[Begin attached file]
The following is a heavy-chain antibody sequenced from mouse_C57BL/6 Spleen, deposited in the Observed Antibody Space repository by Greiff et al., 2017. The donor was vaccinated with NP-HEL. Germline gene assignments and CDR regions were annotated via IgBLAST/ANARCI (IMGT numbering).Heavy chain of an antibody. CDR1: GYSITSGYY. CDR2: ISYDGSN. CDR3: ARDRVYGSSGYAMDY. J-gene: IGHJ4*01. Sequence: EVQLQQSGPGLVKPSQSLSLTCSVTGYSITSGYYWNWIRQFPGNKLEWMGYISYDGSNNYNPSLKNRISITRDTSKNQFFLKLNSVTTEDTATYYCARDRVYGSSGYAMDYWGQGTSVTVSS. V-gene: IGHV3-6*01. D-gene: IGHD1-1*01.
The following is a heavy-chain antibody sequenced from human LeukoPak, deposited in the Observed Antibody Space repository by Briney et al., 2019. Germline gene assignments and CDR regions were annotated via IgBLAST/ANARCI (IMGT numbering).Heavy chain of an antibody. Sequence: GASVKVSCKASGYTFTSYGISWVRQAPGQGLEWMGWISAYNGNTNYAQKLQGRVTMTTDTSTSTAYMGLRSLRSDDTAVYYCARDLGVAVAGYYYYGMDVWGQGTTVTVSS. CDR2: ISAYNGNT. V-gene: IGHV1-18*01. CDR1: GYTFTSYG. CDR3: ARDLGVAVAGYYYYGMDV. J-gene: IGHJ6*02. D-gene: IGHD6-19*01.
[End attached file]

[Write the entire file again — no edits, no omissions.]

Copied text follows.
The following is a heavy-chain antibody sequenced from mouse_C57BL/6 Spleen, deposited in the Observed Antibody Space repository by Greiff et al., 2017. The donor was vaccinated with NP-HEL. Germline gene assignments and CDR regions were annotated via IgBLAST/ANARCI (IMGT numbering).Heavy chain of an antibody. CDR1: GYSITSGYY. CDR2: ISYDGSN. CDR3: ARDRVYGSSGYAMDY. J-gene: IGHJ4*01. Sequence: EVQLQQSGPGLVKPSQSLSLTCSVTGYSITSGYYWNWIRQFPGNKLEWMGYISYDGSNNYNPSLKNRISITRDTSKNQFFLKLNSVTTEDTATYYCARDRVYGSSGYAMDYWGQGTSVTVSS. V-gene: IGHV3-6*01. D-gene: IGHD1-1*01.
The following is a heavy-chain antibody sequenced from human LeukoPak, deposited in the Observed Antibody Space repository by Briney et al., 2019. Germline gene assignments and CDR regions were annotated via IgBLAST/ANARCI (IMGT numbering).Heavy chain of an antibody. Sequence: GASVKVSCKASGYTFTSYGISWVRQAPGQGLEWMGWISAYNGNTNYAQKLQGRVTMTTDTSTSTAYMGLRSLRSDDTAVYYCARDLGVAVAGYYYYGMDVWGQGTTVTVSS. CDR2: ISAYNGNT. V-gene: IGHV1-18*01. CDR1: GYTFTSYG. CDR3: ARDLGVAVAGYYYYGMDV. J-gene: IGHJ6*02. D-gene: IGHD6-19*01.